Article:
The Hartford Courant reports that the musical's librettist, Arthur Laurents, who had reportedly consented to Streisand's starring in the project after a series of conversations with the singing actress, has now decided against filming Gypsy.
Laurents told the Courant that he came to the decision after speaking with the musical's lyricist, Stephen Sondheim. (Jule Styne was the show's composer). As Laurents relayed the conversation, "[Sondheim] said, 'What is the point of it?' And I said, 'They have this terrible [1962 film] version with Rosalind Russell wearing those black and white shoes.' And then Sondheim told me something that he got from the British — and it's wonderful. He said, 'You want a record because the theatre is ephemeral. But that's wrong. The theatre's greatest essence is that it is ephemeral. You don't need a record. The fact that it's ephemeral means you can have different productions, different Roses on into infinity.' So I don't want it now. I don't want a definitive record. I want it to stay alive."
The 93-year-old theatre legend remained complimentary toward Streisand, saying, "She could have done it," and that doing the film "would have been a good exit for her career."
"I think [Streisand] is disappointed," Laurents also said. "She wanted very much to do it. … Tom Hooper [the Oscar-winning director of "The King's Speech"] wanted to direct it. I think he's wonderful."
Laurents' credits also include the books for the musicals West Side Story, Anyone Can Whistle, Do I Hear a Waltz? and Hallelujah, Baby!; the plays Home of the Brave, The Time of the Cuckoo, A Clearing in the Woods and Invitation to a March; and screenplays including "The Snake Pit," "Rope," "Anastasia," "The Way We Were" and "The Turning Point." He directed the original productions of La Cage Aux Folles (Tony Award), Anyone Can Whistle and I Can Get It For You Wholesale, as well as the recent Broadway revival of West Side Story and three Broadway revivals of Gypsy. Streisand made her Broadway debut in I Can Get It For You Wholesale and confirmed her stardom with Funny Girl, receiving Tony nominations for both performances and an Oscar for the film version of Funny Girl. Her film credits include "Hello, Dolly!," "On a Clear Day You Can See Forever," "The Owl and the Pussycat," "What's Up, Doc?," "The Way We Were," "Funny Lady," "A Star Is Born," "Yentl," "Nuts," "The Prince of Tides," "The Mirror Has Two Faces," "Meet the Fockers" and "Little Fockers." She holds an additional Oscar for co-writing the song "Evergreen" from "A Star Is Born," a special Tony Award received in 1970, and several Grammy and Emmy Awards for her albums and television specials.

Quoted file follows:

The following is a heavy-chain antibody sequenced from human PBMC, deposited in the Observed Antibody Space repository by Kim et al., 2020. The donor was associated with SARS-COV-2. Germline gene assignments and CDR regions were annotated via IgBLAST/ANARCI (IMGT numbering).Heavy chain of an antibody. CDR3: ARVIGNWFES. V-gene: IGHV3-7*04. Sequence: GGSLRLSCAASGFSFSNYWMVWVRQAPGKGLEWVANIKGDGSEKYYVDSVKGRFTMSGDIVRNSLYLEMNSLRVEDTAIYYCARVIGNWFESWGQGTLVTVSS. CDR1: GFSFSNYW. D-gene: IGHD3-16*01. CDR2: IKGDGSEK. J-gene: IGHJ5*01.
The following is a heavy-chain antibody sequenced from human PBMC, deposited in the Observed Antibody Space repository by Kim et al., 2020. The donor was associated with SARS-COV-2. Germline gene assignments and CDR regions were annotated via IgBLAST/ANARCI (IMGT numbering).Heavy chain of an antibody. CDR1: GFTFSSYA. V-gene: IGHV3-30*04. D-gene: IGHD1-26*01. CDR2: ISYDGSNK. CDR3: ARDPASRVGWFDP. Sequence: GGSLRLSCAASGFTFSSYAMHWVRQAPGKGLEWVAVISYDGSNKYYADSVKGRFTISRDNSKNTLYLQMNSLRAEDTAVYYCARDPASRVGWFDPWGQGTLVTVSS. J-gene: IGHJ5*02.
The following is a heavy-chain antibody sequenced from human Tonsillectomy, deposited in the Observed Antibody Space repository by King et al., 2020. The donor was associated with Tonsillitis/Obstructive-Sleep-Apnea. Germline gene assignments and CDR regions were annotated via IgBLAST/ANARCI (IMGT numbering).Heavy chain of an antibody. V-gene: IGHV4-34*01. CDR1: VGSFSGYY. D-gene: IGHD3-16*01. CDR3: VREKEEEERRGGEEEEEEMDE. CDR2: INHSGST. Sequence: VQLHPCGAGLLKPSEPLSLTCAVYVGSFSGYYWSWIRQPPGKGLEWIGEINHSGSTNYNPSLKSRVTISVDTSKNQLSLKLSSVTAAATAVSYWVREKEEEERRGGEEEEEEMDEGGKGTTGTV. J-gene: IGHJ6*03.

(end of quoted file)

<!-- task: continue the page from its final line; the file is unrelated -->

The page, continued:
Gypsy premiered on Broadway in 1959, with Ethel Merman starring as Rose. Subsequent revivals have featured Angela Lansbury, Tyne Daly, Bernadette Peters and Patti LuPone in the role, which is perhaps considered the ultimate role for an actress in musical theatre. In addition to the 1962 film version with Rosalind Russell, a television remake was produced in 1993, starring Bette Midler.